There are no bad single choices on Brett Young’s debut album; only more- or less-good ones. “Like I Loved You” was a less-good choice.
I really enjoyed Young’s previous single “In Case You Didn’t Know,” but I didn’t expect it to strike a nerve with the rest of the country like it did. The song reached a milestone that few country songs achieve by exploding into the Top 20 of the Billboard Hot 100 (sadly, it didn’t reach #1 on the Hot Country Singles chart because Sam Hunt’s “Body Like A Back Road” has topped that chart since February), and eventually spent two weeks atop the Country Airplay chart. Massive hits like that are always hard to follow, but Young had a number of strong choices on his debut album (my personal favorite being “You Ain’t Here To Kiss Me”). Sadly, Young and his label went with “Like I Loved You,” and while it isn’t terrible, it’s easily the weakest of his singles thus far.
The production here is a little different from Young’s earlier singles, but it still gives off the same restrained, minimalist vibe. The drums are real this time, and the song is primarily piano-driven until it reaches the first chorus and hands off the melody to the electric guitars. (There’s also an acoustic guitar and an organ floating around in the background.) The relatively-slow tempo and prevalence of minor chords set a darker, more-unsettled tone than Young’s other songs, but the tones are still surprisingly bright, making the song feel very easy on the ears while also serving as a nice counterpoint to Young’s delivery.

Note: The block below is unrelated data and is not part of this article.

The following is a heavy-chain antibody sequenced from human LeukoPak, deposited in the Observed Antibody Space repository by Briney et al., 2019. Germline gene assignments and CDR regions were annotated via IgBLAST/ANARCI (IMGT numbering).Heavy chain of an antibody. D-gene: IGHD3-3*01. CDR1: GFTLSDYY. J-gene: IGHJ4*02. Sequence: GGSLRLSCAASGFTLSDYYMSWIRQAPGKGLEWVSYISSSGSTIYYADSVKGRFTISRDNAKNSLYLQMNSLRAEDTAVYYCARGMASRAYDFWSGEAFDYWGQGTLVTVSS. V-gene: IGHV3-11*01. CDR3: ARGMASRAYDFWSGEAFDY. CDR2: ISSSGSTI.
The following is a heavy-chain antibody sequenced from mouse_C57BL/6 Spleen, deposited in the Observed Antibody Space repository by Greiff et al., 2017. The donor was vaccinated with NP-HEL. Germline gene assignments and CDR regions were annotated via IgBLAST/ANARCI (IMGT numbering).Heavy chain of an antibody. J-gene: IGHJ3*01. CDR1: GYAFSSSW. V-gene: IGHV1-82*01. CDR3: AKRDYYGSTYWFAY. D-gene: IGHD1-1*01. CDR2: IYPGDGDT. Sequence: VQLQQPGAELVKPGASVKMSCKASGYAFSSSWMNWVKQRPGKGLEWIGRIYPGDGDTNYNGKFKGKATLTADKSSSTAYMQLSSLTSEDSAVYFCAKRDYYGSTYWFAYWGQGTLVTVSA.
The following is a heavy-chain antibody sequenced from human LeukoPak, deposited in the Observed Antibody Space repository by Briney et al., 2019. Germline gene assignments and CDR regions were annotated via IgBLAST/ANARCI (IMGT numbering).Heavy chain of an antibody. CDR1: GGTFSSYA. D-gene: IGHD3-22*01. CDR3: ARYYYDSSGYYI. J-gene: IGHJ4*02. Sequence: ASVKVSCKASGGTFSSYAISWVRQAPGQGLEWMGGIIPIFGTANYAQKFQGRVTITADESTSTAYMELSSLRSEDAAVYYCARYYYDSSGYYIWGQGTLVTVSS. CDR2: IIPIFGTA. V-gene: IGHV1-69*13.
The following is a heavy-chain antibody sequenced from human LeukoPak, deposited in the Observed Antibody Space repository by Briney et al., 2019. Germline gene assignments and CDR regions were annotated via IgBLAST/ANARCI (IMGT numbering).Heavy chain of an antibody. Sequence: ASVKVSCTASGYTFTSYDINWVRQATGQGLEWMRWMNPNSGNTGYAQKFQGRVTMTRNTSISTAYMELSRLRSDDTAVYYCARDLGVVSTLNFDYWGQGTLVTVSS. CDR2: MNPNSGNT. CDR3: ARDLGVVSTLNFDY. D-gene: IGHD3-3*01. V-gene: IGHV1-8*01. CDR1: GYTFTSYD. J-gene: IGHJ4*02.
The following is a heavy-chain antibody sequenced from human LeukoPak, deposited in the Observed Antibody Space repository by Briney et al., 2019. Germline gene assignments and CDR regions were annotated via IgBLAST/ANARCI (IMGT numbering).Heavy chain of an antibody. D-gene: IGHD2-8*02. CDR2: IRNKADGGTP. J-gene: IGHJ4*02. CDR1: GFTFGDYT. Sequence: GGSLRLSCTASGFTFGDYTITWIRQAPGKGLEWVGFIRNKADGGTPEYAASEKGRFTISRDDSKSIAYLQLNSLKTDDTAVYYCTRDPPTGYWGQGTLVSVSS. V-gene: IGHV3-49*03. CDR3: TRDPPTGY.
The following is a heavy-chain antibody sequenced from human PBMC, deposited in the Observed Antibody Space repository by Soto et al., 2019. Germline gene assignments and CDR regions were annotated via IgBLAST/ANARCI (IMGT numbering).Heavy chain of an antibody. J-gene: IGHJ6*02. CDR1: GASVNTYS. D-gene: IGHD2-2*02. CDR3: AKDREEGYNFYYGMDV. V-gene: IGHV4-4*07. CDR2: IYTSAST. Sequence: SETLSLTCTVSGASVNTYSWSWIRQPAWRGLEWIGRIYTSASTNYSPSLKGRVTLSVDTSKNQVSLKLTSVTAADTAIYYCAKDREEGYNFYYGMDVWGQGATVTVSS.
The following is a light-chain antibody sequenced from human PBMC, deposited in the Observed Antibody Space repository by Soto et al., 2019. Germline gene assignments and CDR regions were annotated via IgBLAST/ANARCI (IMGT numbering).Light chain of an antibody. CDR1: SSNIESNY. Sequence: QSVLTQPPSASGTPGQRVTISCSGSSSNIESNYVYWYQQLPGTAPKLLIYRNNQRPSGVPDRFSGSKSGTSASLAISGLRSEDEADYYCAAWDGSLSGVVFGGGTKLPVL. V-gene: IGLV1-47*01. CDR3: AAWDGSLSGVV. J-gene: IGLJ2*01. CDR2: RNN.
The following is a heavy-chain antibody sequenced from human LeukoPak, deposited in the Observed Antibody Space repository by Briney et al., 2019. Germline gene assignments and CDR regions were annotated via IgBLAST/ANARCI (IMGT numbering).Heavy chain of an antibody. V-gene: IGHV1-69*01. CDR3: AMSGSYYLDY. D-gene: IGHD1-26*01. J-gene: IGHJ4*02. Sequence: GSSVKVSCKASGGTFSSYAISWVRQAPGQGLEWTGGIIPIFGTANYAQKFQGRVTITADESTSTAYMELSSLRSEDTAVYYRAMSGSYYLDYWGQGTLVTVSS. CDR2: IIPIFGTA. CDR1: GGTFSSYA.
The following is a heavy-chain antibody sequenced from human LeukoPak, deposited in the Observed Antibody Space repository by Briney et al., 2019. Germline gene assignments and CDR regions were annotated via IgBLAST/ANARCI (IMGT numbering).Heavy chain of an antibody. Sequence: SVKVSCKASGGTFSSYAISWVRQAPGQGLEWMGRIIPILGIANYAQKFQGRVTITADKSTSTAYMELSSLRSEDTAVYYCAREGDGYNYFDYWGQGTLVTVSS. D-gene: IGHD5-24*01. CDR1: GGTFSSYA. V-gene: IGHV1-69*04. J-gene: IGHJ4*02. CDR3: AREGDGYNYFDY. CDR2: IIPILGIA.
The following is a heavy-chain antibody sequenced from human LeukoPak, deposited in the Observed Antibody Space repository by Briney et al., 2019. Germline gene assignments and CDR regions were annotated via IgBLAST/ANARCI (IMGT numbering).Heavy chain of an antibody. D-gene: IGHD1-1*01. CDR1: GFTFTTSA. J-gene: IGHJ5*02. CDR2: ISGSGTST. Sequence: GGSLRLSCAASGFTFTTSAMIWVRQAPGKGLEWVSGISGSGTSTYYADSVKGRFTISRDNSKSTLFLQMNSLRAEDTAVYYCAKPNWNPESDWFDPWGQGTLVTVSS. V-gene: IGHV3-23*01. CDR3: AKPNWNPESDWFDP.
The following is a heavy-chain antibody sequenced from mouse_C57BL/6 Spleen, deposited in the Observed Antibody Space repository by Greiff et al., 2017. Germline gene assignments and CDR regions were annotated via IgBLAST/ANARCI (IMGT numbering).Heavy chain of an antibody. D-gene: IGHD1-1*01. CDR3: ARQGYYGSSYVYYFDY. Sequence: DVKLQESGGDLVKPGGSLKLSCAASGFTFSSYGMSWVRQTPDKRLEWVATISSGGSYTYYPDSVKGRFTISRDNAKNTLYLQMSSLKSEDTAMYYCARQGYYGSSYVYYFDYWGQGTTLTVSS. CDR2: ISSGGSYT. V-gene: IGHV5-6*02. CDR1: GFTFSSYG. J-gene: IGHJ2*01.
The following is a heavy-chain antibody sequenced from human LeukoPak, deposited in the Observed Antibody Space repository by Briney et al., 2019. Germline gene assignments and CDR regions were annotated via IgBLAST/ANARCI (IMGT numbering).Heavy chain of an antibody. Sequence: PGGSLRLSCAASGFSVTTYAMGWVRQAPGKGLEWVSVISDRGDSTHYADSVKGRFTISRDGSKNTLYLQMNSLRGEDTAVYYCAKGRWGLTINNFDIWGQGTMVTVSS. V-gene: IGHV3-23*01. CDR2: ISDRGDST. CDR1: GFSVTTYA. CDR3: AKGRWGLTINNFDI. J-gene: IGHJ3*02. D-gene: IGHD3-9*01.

Back when I was planning to review Young’s debut disc, I noted that outside of some frustrated man-splaining on this very track, the album featured no hints of a bad attitude at all. This attitude is a stark departure from Young’s prior releases, but he actually executes the narrator’s role better than I expected, and expresses his frustration without sounding too whiny about it (it’s still a little whiny, but nowhere near as bad as most singers would sound). Young’s range and flow are both solid here, and his smooth, earnest delivery softens the rougher edges of the writing and makes listeners empathize with the narrator. The whole thing is outside of Young’s comfort zone, but he’s talented enough to (mostly) keep that from showing.
The lyrics tell the story of a man trying to come to grips with a woman who is leaving him, feeling that the woman’s calm declaration that he’ll be able to move on is an indication that “you never loved me like I loved you.” Not only is the premise a bit whiny, but specific lyrics come off as tone-deaf and hypocritical: The narrator’s point that the woman is being presumptuous with her optimism about his recovery may be valid, but his assertion that her feelings must not have been as strong as his is pretty presumptuous as well. Also, the woman seems to be acting out of concern and care, while the narrator just feels like he is lashing out bitterly. Young gets a lot of credit to elevating the song with his performance and keeping it from being too obnoxious, but the misplaced, self-righteous anger of the narrator is woven too deep into the writing to be covered up completely.
Overall, “Like I Loved You” is a poorly-written-but-well-executed song that winds up being just okay in the end. It lacks the catchiness of “Sleep Without You” or the sheer emotional power of “In Case You Didn’t Know,” but the solid production and Brett Young’s delivery keep this from being the outright train wreck it could have been in less-capable hands. Still, let’s hope Young and his team make a smarter decision about what single to release next time around.
Rating: 6/10. Have a listen and see what you think.